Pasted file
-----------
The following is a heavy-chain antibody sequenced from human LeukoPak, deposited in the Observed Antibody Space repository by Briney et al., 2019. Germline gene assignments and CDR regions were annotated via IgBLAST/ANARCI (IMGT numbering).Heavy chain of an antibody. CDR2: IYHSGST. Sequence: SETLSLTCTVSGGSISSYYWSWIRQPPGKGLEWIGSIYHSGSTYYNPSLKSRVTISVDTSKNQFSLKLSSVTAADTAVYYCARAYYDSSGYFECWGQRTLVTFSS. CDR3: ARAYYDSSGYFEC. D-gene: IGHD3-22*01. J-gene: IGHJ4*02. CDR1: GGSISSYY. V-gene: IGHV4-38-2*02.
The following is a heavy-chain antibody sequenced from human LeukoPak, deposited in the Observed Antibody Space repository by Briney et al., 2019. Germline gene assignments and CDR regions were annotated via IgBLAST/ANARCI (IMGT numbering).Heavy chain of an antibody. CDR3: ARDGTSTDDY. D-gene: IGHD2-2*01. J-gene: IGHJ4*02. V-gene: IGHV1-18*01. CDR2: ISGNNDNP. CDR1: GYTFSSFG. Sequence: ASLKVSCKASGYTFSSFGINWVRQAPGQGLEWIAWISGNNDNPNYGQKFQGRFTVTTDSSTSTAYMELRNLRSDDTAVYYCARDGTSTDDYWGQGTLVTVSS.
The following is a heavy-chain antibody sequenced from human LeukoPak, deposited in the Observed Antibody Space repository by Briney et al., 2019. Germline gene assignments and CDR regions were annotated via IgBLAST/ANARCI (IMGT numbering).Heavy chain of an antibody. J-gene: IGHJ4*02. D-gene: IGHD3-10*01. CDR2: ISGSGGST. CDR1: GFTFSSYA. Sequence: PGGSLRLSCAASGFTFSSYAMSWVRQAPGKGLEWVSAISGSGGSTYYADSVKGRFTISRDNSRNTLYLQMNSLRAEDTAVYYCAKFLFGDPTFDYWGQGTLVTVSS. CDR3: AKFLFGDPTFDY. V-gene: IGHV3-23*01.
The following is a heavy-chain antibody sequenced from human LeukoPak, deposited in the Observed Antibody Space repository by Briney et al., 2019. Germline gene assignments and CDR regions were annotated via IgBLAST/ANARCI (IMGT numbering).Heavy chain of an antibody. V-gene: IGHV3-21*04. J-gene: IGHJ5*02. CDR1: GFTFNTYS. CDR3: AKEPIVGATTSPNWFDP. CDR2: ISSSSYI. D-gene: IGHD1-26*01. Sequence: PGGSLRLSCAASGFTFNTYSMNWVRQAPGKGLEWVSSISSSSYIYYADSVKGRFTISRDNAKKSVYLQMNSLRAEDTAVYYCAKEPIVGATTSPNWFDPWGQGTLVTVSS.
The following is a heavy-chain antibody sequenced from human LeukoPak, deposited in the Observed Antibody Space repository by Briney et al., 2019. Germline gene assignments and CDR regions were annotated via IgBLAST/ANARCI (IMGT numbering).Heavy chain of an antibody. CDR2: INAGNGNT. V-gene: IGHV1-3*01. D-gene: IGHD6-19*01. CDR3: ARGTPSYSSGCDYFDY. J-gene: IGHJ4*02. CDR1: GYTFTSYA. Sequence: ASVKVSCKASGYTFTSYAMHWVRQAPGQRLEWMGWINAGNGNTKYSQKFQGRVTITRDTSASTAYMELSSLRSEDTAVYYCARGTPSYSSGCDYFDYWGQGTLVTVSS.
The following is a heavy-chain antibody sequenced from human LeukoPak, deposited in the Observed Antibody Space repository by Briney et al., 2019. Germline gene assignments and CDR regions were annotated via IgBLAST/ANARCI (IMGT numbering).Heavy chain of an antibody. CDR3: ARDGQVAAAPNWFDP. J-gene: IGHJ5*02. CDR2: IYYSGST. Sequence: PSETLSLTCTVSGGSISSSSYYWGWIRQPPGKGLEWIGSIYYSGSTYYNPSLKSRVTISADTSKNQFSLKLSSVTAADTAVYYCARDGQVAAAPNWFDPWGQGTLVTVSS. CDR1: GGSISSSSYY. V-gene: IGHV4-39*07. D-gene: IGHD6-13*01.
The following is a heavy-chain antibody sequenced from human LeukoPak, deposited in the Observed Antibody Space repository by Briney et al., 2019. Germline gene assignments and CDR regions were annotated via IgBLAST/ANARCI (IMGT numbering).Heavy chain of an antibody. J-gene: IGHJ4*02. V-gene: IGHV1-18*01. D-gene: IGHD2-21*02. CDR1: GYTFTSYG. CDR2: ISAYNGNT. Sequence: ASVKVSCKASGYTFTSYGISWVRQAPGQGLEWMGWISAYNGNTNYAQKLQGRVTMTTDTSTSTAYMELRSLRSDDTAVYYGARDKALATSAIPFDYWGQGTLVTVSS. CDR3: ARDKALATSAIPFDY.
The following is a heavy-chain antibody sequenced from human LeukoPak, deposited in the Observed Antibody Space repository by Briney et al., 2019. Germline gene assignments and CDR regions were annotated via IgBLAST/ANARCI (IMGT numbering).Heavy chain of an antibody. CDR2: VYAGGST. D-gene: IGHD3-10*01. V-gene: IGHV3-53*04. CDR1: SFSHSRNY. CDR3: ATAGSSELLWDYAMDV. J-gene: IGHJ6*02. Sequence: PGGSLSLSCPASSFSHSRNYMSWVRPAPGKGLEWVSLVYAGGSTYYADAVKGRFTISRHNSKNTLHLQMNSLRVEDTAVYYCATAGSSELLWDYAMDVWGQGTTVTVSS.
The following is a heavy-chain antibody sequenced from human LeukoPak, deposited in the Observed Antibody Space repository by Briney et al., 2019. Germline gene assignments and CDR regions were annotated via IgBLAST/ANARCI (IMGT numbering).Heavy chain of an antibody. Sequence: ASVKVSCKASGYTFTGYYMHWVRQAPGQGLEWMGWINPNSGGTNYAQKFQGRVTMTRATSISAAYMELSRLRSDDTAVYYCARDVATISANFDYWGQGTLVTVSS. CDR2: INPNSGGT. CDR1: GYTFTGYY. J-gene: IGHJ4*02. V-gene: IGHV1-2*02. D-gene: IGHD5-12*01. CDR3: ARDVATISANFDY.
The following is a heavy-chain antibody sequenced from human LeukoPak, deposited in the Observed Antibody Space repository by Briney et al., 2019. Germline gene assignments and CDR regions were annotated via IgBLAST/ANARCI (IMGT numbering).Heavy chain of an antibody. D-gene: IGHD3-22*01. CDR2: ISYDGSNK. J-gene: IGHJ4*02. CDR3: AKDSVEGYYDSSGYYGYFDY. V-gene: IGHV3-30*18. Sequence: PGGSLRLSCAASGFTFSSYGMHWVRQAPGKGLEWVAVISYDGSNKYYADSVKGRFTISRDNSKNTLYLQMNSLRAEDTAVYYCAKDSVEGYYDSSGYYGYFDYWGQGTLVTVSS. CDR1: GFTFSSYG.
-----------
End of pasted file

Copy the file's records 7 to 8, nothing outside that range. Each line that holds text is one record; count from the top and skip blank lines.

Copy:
The following is a heavy-chain antibody sequenced from human LeukoPak, deposited in the Observed Antibody Space repository by Briney et al., 2019. Germline gene assignments and CDR regions were annotated via IgBLAST/ANARCI (IMGT numbering).Heavy chain of an antibody. J-gene: IGHJ4*02. V-gene: IGHV1-18*01. D-gene: IGHD2-21*02. CDR1: GYTFTSYG. CDR2: ISAYNGNT. Sequence: ASVKVSCKASGYTFTSYGISWVRQAPGQGLEWMGWISAYNGNTNYAQKLQGRVTMTTDTSTSTAYMELRSLRSDDTAVYYGARDKALATSAIPFDYWGQGTLVTVSS. CDR3: ARDKALATSAIPFDY.
The following is a heavy-chain antibody sequenced from human LeukoPak, deposited in the Observed Antibody Space repository by Briney et al., 2019. Germline gene assignments and CDR regions were annotated via IgBLAST/ANARCI (IMGT numbering).Heavy chain of an antibody. CDR2: VYAGGST. D-gene: IGHD3-10*01. V-gene: IGHV3-53*04. CDR1: SFSHSRNY. CDR3: ATAGSSELLWDYAMDV. J-gene: IGHJ6*02. Sequence: PGGSLSLSCPASSFSHSRNYMSWVRPAPGKGLEWVSLVYAGGSTYYADAVKGRFTISRHNSKNTLHLQMNSLRVEDTAVYYCATAGSSELLWDYAMDVWGQGTTVTVSS.